Rural Africa’s Solar Energy Success Story

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Seventy percent of the population of sub-Saharan Africa lives “off the grid”, with no easy access to electricity. Without a reliable power grid, individuals and families rely on kerosene, candles and batteries to shed light on their studies and all other daily activities. Here, in addition to struggling with inadequate power supplies, over 600 million people are unable to access the benefits of current technology and are therefore held back from participating in the growth of the digital economy.

A Nairobi, Kenya-based company, M-Kopa, is helping to solve this problem by merging the power of solar technology with the convenience of mobile phone payments. The word “Kopa” is Swahili for ‘borrow,’ and this is the first step for those who sign up for electrical service. The M-Kopa startup kit is provided for a deposit of $35, and the equipment is gradually paid off until it is owned by the customer. The cost is paid in daily increments of about 45 cents, less than the daily cost of using kerosene for light. So far, M-Kopa has sold 300,000 units in Kenya, Tanzania, Uganda and Ghana.

M-Kopa was founded in 2011 by three telecommunication colleagues, Nick Hughes, Chad Larson, and Jesse Moore, with the goal of providing clean power to the 1.3 billion individuals still left in the dark worldwide. Making it possible for customers to pay through their cell phones each day has helped many people connect with a feasible energy financing option for the first time. In January, the company announced that their latest funding initiative had raised over $19 million USD – they now hope to service one million homes by the end of 2017.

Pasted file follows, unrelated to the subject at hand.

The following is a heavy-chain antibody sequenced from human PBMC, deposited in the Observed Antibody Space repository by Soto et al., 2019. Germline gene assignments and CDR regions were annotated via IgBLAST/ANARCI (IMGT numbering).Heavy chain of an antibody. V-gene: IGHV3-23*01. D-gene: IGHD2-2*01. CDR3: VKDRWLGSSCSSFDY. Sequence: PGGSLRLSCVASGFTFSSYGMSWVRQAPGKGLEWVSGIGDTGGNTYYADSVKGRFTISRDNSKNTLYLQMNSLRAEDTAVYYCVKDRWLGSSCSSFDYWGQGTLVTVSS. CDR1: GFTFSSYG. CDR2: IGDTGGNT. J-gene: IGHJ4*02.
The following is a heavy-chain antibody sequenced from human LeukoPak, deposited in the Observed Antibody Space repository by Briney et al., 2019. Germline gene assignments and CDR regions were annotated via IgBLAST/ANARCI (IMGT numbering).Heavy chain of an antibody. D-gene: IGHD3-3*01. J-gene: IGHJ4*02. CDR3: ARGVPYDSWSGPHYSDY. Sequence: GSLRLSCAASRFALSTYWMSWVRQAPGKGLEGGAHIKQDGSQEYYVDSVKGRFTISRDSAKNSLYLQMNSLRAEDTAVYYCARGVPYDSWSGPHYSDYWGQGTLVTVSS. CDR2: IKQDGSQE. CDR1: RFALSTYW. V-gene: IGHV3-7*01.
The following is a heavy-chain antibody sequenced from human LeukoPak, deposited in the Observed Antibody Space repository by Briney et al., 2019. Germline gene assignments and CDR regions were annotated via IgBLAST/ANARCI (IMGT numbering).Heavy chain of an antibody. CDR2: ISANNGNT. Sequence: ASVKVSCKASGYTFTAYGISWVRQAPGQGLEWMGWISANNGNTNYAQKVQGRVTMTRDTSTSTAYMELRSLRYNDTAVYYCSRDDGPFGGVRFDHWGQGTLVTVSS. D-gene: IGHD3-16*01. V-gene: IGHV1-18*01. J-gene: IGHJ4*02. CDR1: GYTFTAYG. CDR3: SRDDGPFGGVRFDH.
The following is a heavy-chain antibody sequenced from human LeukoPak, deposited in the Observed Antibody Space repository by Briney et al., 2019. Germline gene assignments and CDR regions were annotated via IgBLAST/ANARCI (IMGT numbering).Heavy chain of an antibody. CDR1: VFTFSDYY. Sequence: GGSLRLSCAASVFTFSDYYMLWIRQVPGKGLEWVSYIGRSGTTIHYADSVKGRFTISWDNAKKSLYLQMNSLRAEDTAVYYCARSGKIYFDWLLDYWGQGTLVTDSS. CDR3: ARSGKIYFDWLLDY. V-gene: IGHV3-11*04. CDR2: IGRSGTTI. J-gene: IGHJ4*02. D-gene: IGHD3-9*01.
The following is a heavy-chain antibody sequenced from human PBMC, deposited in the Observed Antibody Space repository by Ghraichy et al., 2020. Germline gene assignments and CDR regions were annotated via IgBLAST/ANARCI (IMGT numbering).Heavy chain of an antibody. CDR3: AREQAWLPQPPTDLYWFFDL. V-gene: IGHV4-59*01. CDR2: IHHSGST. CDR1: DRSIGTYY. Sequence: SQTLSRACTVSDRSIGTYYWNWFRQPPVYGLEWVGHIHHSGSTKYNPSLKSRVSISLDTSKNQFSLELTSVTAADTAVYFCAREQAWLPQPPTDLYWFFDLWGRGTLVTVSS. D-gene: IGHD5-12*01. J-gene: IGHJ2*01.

M-Kopa starter kits include a control box and solar panel, three lights (one of which doubles as a portable flashlight), a rechargeable radio, and a phone charger with five standard connections. After one year of payments, the equipment is owned by the user. It is also under warranty for the first two years. Even better, once the system is paid off, owners have the opportunity to remortgage the equipment and buy useful electronic products such as TV’s and energy-efficient appliances.

The company has now rolled out the third generation of equipment with a larger solar panel that gives 60 percent more charging power. The customer base continues to grow – with a 95 percent repayment rate – adding an average of 500 new homes each day. Most sub-Saharan Africans live on around $2 a day and, until they had access to solar power, a quarter of that was often spent on polluting, non-renewable fossil fuels.

After M-Kopa’s latest round of financing and the passage of the “Electrify Africa Act”, a new law building on President Obama’s “Power Africa Initiative”, the future for many rural communities throughout the continent is brightening. Sub-Saharan Africa is the perfect testing ground for mobile-led, consumer-controlled energy infrastructure, a much more flexible model than currently exists in the West.

According to Just Energy, today thirteen percent of overall energy production in the U.S. comes from “renewable” energy sources. Renewables comprise approximately five percent of Africa’s overall energy production, but some estimates indicate that that the percentage of energy generated by solar power and other clean sources has the capacity to quadruple in Africa by 2030. If M-Kopa succeeds in selling one million active units by the end of next year, it will go a long way toward achieving that goal.